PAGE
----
If your knowledge of Arabic sweets is confined to baklava, then you have to make the Middle East your next trip. Arabs excel at sensual pleasures, and a well-crafted dessert is considered high art.
I saw more types of sweets than savoury dishes. It’s an intimidating constellation. Here are a few of my favourites and where to find the best of each.
If Las Vegas dealt in baklavas instead of money, it would look like Jasmatiyah Street in Damascus.
Everything is big and flashy. Nut-filled pastries are stack higher than people. Rolls of pistachios in vermicelli dough thicker than a forearm beckon stares of disbelief.
In one of many shops, bakers in ethnic headdress prepare halawat with ashta cream. A giant LCD screen above him plays a making-of-sweets promotional reel.
A perfect day trip from Byblos (or even Beirut) is Batroun, a town offering a millennial Phoenician sea seawall, Lebanon’s best lemonade, and a roaring nightlife.
It’s perfect for a day trip because it’s compact: three hours are plenty to digest it. The highlight is the seaside old town with an impressive 18th-century stone church above the fishing marina and a nicely restored residential quarter.
Note: this post shares advice that is best enjoyed if starting life all over again. Belief in reincarnation is advised.
Get born into a family that isn’t germophobic
Play in the dirt
Don’t take antibiotics for every little infection
And more tips inside.
As a general rule, cooking courses for tourists follow the following recipe:
1. Take cook of dubious skill and place him before a group of earnest culinary travellers.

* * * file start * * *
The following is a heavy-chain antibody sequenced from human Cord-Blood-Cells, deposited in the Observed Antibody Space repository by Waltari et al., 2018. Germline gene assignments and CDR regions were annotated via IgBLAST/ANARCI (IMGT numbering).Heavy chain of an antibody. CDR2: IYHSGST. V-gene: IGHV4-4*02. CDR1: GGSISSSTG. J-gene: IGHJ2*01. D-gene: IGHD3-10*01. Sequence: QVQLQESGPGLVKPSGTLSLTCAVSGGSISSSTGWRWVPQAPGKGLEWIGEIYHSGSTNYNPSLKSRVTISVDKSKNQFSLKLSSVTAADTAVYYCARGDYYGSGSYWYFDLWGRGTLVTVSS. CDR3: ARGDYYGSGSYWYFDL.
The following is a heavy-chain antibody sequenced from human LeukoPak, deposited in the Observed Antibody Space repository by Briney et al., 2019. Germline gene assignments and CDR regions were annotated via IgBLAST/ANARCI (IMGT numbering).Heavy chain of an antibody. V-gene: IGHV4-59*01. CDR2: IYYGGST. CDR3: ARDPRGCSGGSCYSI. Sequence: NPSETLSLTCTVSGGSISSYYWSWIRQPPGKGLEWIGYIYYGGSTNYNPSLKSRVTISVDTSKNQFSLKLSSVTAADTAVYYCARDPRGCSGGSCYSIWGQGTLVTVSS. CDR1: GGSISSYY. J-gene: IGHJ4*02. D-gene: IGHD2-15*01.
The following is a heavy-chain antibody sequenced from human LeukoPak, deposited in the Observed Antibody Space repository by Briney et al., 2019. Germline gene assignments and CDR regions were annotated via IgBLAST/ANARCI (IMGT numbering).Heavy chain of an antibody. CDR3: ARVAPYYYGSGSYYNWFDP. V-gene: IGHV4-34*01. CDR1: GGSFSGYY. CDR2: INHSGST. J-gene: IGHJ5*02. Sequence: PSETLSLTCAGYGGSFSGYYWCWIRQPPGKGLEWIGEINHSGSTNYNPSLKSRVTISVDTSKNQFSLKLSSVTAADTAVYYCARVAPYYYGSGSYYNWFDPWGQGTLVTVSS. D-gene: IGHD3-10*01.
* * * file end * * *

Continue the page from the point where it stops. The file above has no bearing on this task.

2. Teach them three to five local dishes. Omit any history, context, or philosophy of food.
3. Serve it cold.
4. Charge them a 200% markup on ingredients and time.
5. Profit for a mediocre restaurant.
Not one among the dozens of beach-facing restaurants in Varkala have beer and cocktails in their menus.
But ask a waiter for alcohol and he’ll produce a tattered home-printed sheet from his pocket listing Tom Collins, mojitos, Cosmopolitans, all the classic mixes. Order a beer and an ice-cold Kingfisher bottle will appear in seconds.
The restaurants aren’t allowed to sell alcohol. But like anywhere else, in Varkala, the rules are negotiable if the price is right.
Singapore is a trickster, but it doesn’t know it. It makes you think it’s a business city with obsessive-compulsive disorder and no sense of mirth.
What a farce. Singaporeans take their pleasure very seriously. Venture past the tourist trail of Chinatown, the malls of Orchard Rd. and the overpriced cafés of Sentosa Island and you’ll a city contending for a spot among the great capitals of fun.
If you’re there, don’t miss these delights.
Declining food in Singapore is as productive as asking a computer to hurry up. Insisting is just as foolish.
It is how Singaporeans express affection. It is how they honour guests. It is what they know best.
The challenge of the foreigner is to convert frustration into flattery.
A tragicomedy in three acts.
We asked a local to show us how to chew betel nut, enjoyed and spat out by people everywhere in Papua New Guinea. The experience was little more intense than we expected.
The Highlands of PNG is the farming heartland of the country, where produce is grown and flown to the coastal zones.
Here’s a quick look at how Highlanders grow and prepare their food.